A Place at the Table
Mira Nakashima inherited her father George's shop and set to work continuing his artistic legacy.
(from artist's website)
About George Nakashima Woodworker
George Nakashima was born in Spokane, Washington in 1905 and grew up in the forests of the Olympic Peninsula. He received a Bachelor's Degree in architecture at the University of Washington and a Master's from MIT in 1930, as well as the Prix Fontainebleau from L'Ecole Americaine des Beaux Arts in France in 1928. After spending some time in Paris, he traveled around the world and secured a job at the Antonin Raymond office in Tokyo which sent him to Pondicherry, India, where he was the onsite architect for the first reinforced concrete building in that country and became one of the first disciples of Sri Aurobindo.
When the war broke out, he returned to the U.S. via Tokyo where he met Marion, married in 1941, and was sent to the camps in Minidoka, Idaho in 1942 with his infant daughter, Mira. Through the sponsorship of Antonin Raymond, Nakashima came to work on his farm in Bucks County, subsequently rented a small house on Aquetong Road and then purchased a parcel of land where he designed and built his workshop and house.
Among many awards from the AIA and other prestigious institutions, Nakashima received the Third Order of the Sacred Treasure from the Emperor and Government of Japan in 1983 in recognition of the cultural exchange generated by the shows he produced in Japan from 1968-1988. His last show in the U.S., the retrospective "Full Circle" which opened at the American Craft Museum in New York, sponsored by the American Craft Council and curated by Derek Ostergard, marked him as a "Living Treasure" in the United States. This show returned to New Hope shortly before Nakashima's receiving his final award, Alumnus Summa Laude Dignatus, from the University of Washington one week prior to his death in June 1990.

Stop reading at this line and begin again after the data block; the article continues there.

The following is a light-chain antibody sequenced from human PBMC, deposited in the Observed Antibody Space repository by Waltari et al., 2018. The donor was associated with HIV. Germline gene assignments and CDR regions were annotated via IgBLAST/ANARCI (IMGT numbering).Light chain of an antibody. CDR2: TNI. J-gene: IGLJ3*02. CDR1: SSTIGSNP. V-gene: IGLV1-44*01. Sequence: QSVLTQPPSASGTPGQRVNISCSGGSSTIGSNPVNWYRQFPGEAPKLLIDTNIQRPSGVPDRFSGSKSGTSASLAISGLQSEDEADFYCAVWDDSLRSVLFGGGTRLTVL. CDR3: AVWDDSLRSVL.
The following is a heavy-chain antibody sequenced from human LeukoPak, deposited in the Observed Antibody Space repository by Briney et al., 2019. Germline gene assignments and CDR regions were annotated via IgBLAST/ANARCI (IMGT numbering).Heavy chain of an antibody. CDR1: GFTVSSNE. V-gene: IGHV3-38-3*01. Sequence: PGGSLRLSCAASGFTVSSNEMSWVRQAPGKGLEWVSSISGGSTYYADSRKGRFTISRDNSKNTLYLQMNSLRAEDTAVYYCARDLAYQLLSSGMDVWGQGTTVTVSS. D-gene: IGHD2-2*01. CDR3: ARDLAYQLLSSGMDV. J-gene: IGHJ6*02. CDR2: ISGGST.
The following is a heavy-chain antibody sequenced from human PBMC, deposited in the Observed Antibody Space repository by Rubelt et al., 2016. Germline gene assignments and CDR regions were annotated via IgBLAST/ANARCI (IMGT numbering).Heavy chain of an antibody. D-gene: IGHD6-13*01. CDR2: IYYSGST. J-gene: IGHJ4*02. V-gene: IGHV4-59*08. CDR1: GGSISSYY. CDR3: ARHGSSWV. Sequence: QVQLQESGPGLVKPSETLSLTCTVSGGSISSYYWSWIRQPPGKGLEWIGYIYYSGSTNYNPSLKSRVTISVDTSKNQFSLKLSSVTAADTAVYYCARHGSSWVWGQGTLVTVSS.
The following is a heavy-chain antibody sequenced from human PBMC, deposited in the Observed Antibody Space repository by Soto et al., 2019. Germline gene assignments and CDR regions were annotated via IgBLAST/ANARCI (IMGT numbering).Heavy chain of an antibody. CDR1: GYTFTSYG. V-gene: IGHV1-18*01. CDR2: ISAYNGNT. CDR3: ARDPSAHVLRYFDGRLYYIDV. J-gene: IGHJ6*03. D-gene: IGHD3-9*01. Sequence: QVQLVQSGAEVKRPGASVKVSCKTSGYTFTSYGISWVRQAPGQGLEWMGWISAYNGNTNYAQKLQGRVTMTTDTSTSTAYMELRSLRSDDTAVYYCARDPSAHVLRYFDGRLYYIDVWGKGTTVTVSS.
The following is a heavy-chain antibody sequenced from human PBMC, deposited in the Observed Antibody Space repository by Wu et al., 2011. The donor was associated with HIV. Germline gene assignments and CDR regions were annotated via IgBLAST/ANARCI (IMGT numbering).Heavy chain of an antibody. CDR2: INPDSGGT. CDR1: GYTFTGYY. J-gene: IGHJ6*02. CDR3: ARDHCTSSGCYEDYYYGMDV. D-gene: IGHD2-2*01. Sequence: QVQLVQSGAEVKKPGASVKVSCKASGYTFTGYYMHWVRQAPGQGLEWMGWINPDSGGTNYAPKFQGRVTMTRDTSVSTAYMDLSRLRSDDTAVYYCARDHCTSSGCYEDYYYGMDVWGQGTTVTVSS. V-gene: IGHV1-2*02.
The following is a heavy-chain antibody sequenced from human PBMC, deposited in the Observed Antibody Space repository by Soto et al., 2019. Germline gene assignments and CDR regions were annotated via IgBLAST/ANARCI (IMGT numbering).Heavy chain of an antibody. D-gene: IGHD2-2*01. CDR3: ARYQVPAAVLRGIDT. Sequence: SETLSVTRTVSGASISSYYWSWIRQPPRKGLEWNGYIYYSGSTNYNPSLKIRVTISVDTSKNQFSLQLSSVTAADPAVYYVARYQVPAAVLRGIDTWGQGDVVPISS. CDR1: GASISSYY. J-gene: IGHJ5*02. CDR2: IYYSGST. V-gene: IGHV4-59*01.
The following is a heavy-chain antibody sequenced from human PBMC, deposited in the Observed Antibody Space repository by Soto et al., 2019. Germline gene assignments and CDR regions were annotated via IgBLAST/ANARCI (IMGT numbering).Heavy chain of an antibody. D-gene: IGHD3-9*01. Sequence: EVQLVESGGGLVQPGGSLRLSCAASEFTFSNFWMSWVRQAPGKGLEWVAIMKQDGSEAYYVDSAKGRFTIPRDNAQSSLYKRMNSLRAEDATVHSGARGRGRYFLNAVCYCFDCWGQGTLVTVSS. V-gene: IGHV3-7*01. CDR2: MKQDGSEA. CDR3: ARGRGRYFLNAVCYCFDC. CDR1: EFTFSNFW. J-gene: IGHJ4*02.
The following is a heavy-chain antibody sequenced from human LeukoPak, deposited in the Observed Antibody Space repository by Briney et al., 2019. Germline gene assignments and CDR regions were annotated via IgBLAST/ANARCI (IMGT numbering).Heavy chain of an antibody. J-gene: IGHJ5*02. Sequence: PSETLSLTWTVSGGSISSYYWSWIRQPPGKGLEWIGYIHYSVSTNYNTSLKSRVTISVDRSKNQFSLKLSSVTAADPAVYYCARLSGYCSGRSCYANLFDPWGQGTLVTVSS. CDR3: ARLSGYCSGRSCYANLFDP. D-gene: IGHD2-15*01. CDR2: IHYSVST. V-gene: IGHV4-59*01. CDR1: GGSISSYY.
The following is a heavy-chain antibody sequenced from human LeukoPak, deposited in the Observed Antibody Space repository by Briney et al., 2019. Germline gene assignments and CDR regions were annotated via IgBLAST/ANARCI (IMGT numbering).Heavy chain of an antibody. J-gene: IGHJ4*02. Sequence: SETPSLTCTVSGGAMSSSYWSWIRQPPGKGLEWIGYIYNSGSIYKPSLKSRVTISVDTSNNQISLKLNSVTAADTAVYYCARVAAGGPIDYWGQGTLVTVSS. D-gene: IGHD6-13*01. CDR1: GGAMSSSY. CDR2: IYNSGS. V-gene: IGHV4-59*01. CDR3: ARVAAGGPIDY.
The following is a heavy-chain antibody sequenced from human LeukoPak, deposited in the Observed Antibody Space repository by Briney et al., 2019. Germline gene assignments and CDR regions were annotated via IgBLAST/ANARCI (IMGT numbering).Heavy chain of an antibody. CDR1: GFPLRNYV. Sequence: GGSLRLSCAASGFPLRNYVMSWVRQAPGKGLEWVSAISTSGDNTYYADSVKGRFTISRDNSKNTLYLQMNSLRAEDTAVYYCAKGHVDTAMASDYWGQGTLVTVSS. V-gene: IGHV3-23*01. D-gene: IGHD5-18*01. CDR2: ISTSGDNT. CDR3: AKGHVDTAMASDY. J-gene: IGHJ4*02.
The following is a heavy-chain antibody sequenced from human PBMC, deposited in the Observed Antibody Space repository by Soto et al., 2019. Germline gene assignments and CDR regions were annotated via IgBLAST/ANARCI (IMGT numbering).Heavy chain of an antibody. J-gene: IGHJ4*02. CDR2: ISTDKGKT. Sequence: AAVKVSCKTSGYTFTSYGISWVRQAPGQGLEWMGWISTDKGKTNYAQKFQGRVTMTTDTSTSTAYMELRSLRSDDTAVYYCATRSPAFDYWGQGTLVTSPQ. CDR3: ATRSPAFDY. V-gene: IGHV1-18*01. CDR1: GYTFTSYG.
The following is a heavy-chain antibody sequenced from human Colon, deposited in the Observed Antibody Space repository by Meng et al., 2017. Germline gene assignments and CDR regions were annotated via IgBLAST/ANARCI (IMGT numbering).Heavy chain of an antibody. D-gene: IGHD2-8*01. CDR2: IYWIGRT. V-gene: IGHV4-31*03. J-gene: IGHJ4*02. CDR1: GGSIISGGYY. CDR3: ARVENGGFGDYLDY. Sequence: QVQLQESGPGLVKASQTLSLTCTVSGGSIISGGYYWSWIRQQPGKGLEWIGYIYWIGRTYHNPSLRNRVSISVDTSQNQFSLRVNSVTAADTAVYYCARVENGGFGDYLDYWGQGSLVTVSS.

Connect with George Nakashima Woodworker
Voice of George Nakashima: I feel that there's a spirit in trees that's very deep. I find the spirit just bouncing up and down in the vein of a tree.
John Yarnall: George, he really wanted to be a tree in motion. If you think a tree just grows, well... look what it has to deal with. It's just sitting there getting pummeled by air, wind, and drought. It's just tough. It has to be disciplined to survive. This is the human condition, too.
George Nakashima's route to becoming a legendary 20th-century fine art furniture maker was a circuitous one. The Washington state native graduated with a master's degree in architecture from MIT, just as the Great Depression hit.
So he headed off around the world. Along the way, he spent time in France, India, and Japan. On his return to the U.S., he set up a workshop in Seattle and was just settling down with his wife and infant daughter, Mira, when his life was upended.
Mira Nakashima: I have a toy box that my dad made for me. And I believe I had that in the camp.
In the aftermath of the attack on Pearl Harbor, the U.S. Government began rounding up all U.S. citizens of Japanese ancestry and incarcerating them.
Mira Nakashima: We were all sent to camps on the Idaho desert. It was a very difficult movement. I was six weeks old. In the camps, the buildings themselves were not ready so when we got there, a lot of the incarcerees were actually the ones building the buildings. And Dad was teamed up with this Japanese carpenter named Kentaro Hikogawa and they were given the task of trying to make our barracks more liveable. The materials were what they could find on the properties. Nowadays, it's trendy to use found materials in your art but that's all we had, was found materials back then. And so, I think that was the beginning of Dad's capability of using found materials.